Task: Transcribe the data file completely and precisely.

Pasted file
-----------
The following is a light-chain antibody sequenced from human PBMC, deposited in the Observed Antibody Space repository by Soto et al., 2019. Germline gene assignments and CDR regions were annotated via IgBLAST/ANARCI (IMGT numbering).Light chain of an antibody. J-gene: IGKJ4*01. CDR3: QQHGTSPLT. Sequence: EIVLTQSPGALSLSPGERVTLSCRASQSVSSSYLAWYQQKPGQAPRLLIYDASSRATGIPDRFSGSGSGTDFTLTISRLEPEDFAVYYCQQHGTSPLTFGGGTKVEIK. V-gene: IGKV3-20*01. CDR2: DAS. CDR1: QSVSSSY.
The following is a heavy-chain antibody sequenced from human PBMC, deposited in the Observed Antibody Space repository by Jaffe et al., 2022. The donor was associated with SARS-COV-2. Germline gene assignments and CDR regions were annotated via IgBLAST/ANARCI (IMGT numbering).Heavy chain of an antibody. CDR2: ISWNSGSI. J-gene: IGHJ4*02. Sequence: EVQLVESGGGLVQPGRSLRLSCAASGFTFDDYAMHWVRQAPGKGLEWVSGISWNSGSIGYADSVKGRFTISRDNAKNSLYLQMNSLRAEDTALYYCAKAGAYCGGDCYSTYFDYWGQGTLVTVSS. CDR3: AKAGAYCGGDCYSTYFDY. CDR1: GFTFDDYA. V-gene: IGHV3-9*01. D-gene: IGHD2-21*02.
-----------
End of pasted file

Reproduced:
The following is a light-chain antibody sequenced from human PBMC, deposited in the Observed Antibody Space repository by Soto et al., 2019. Germline gene assignments and CDR regions were annotated via IgBLAST/ANARCI (IMGT numbering).Light chain of an antibody. J-gene: IGKJ4*01. CDR3: QQHGTSPLT. Sequence: EIVLTQSPGALSLSPGERVTLSCRASQSVSSSYLAWYQQKPGQAPRLLIYDASSRATGIPDRFSGSGSGTDFTLTISRLEPEDFAVYYCQQHGTSPLTFGGGTKVEIK. V-gene: IGKV3-20*01. CDR2: DAS. CDR1: QSVSSSY.
The following is a heavy-chain antibody sequenced from human PBMC, deposited in the Observed Antibody Space repository by Jaffe et al., 2022. The donor was associated with SARS-COV-2. Germline gene assignments and CDR regions were annotated via IgBLAST/ANARCI (IMGT numbering).Heavy chain of an antibody. CDR2: ISWNSGSI. J-gene: IGHJ4*02. Sequence: EVQLVESGGGLVQPGRSLRLSCAASGFTFDDYAMHWVRQAPGKGLEWVSGISWNSGSIGYADSVKGRFTISRDNAKNSLYLQMNSLRAEDTALYYCAKAGAYCGGDCYSTYFDYWGQGTLVTVSS. CDR3: AKAGAYCGGDCYSTYFDY. CDR1: GFTFDDYA. V-gene: IGHV3-9*01. D-gene: IGHD2-21*02.